Generally I follow a simple rule – when ‘blessed’ is used as a noun, it’s “bless-ed” (2-syllables), however when used as a past-tense verb, it’s “blesst”.

  5. Tom Esteban says:

    I don’t even know how to explain the way I use it. I guess Dr Guinness uses it the same way I do. When I say something like “Blessed are you O God” I mean that God really is the Blessed One, and so I use two syllables. When I say something like “Father Z blessed my journey” I use one sylllable.

  6. jbas says:

    I’m a hard core two syllable man. And “Holy Ghost”. And “brethren”. And “choir mistress”.
    I suppose I subscribe to the pronunciation and vocabulary of continuity, rather than rupture, philosophy.

  7. Supertradmum says:

    Grew up with the two syllables and let us not forget that the vast majority of people in the States do not or did not have English as their primary language, so the differences will be according to how they learned English. And I mean our ancestors as well-did not have. In addition, there has to be more sensitivity to the fact that liturgical language is not the same or should not be the same as daily language. I say Holy Ghost and probably irritate the rest in the church in the morning for the rosary, but I have noticed over the years that traddies say Ghost more than not. How about another poll on Ghost and Spirit?

  8. arbogene says:

    I say bless-ed when praying the Divine Praises…that’s how i learned in N Ky (lots of German-influenced English there I suppose) as a child…now we do day, “Bless-ed JPII” (not, “Blest JPII)…so maybe “bless-ed” and the sense of “beatification” applies when praying the Divine Praises(?)

  9. jeffreyquick says:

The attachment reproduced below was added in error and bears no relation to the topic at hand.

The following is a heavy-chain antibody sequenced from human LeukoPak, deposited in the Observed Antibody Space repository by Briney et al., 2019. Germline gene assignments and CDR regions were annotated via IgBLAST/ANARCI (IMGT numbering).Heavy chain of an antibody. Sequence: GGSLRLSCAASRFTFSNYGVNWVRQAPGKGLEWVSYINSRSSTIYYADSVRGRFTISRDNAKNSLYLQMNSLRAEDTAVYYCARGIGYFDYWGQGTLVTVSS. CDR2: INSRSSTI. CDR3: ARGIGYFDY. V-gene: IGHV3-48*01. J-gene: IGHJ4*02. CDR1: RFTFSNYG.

I avoided “bless-ed” in my musical setting of the Beatitudes, because it’s the only past tense treated that way, and none of the rest of the text was in archaic English. This seems to have worked against its popularity. Since I spent a big chunk of time as an Anglican Catholic, I’m pretty comfortable with BCP English, and am traddie in general, but I like consistency. Nobody takes their children or their throats up to be “bless-ed”. I’m a “Holy Spirit” guy. And DEFINITELY “Ah-men”; it’s not an English word, it’s Hebrew through Latin, and I was shocked when I converted to find Catholics sounding like crackers. Where I am now, the rule is to sing “Ah-men” while everyone (except me) says “Ay-men”, which is correct but schizoid. And after training myself to say “And also with you”, upon reversion to the proper translation I sometimes slip and say “And with THY spirit.”

    I noticed the other day that the ELCA Lutherans had stolen the whole miserable old-ICEL mess from the Papists. I wonder if they’ll ever adopt the new translation. Or if they’ll become a refuge for Catholics who think that New ICEL is intolerable (just as they were a refuge for George Tiller).

    And a question: if we can say the Lord’s Prayer as-is because it’s how everyone knows it, why can’t we sing “Good Christian MEN rejoice” for the same reason?

  10. dep says:

    It depends on the part of speech. When it is an adjective, it is two syllables. When it is past-tense verb, it is a single syllable:

    “The bishop blessed him” — one syllable